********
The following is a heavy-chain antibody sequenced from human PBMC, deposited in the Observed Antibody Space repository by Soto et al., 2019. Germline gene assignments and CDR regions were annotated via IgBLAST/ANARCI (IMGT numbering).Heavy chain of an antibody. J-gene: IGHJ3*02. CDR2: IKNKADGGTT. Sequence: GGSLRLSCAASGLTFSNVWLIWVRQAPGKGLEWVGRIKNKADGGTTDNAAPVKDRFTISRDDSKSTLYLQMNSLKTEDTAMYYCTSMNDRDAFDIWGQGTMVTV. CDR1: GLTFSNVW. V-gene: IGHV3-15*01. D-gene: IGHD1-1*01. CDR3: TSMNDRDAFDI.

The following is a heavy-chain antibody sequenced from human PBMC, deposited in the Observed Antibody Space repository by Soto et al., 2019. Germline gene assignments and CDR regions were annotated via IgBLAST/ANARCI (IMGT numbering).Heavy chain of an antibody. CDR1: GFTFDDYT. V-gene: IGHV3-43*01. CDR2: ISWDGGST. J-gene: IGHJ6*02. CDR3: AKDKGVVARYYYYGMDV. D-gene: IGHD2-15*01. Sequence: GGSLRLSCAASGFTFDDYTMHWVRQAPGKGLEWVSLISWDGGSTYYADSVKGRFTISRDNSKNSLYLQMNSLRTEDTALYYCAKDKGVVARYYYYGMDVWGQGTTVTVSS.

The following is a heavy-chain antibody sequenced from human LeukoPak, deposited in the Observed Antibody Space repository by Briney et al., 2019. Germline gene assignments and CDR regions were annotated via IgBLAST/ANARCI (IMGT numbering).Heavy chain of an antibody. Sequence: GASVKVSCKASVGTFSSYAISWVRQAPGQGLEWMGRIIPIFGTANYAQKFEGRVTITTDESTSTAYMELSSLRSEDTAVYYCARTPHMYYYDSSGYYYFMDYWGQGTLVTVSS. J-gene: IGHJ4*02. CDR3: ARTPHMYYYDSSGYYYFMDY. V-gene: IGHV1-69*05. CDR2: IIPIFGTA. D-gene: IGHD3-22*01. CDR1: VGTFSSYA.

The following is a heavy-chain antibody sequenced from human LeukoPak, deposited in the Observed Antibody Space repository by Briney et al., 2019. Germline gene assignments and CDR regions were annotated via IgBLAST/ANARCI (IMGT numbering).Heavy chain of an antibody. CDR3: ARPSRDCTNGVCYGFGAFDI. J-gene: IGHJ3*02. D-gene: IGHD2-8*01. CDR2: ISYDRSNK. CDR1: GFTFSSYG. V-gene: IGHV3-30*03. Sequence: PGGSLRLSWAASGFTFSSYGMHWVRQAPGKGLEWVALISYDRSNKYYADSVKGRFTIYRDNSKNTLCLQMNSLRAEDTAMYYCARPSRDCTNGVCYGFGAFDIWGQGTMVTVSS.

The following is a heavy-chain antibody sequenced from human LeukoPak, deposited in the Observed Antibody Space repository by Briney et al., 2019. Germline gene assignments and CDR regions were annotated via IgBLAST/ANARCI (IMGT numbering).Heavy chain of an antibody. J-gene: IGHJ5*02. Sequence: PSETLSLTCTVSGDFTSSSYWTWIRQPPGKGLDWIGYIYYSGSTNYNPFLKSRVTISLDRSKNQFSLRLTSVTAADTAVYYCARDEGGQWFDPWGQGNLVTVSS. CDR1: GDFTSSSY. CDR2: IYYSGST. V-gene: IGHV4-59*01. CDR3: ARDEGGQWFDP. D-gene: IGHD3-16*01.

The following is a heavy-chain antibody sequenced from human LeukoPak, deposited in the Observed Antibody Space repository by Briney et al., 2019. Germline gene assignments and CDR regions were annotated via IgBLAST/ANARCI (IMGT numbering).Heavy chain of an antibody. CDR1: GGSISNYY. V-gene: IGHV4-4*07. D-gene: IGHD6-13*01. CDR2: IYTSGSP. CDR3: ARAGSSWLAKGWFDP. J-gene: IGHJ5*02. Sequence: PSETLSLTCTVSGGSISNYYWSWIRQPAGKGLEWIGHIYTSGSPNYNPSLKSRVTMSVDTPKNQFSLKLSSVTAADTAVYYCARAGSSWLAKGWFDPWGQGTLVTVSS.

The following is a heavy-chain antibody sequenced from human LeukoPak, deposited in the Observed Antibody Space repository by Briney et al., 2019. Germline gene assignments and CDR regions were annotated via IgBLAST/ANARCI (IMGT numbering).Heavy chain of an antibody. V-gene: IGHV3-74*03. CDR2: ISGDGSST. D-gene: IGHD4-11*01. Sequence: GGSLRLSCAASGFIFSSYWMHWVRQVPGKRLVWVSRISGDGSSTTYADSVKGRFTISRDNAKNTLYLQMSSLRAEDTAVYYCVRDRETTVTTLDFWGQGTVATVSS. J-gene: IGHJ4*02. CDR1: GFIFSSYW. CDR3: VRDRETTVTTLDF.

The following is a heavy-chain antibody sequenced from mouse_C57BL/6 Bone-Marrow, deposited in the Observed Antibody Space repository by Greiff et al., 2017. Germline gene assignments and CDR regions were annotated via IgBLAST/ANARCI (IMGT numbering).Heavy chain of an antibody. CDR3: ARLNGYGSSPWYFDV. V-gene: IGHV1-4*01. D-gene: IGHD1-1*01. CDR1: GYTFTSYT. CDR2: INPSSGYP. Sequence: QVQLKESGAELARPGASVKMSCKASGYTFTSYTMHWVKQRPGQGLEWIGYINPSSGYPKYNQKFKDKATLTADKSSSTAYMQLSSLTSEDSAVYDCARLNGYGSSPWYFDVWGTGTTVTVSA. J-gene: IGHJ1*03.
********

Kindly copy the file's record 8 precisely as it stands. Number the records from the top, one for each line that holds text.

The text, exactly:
The following is a heavy-chain antibody sequenced from mouse_C57BL/6 Bone-Marrow, deposited in the Observed Antibody Space repository by Greiff et al., 2017. Germline gene assignments and CDR regions were annotated via IgBLAST/ANARCI (IMGT numbering).Heavy chain of an antibody. CDR3: ARLNGYGSSPWYFDV. V-gene: IGHV1-4*01. D-gene: IGHD1-1*01. CDR1: GYTFTSYT. CDR2: INPSSGYP. Sequence: QVQLKESGAELARPGASVKMSCKASGYTFTSYTMHWVKQRPGQGLEWIGYINPSSGYPKYNQKFKDKATLTADKSSSTAYMQLSSLTSEDSAVYDCARLNGYGSSPWYFDVWGTGTTVTVSA. J-gene: IGHJ1*03.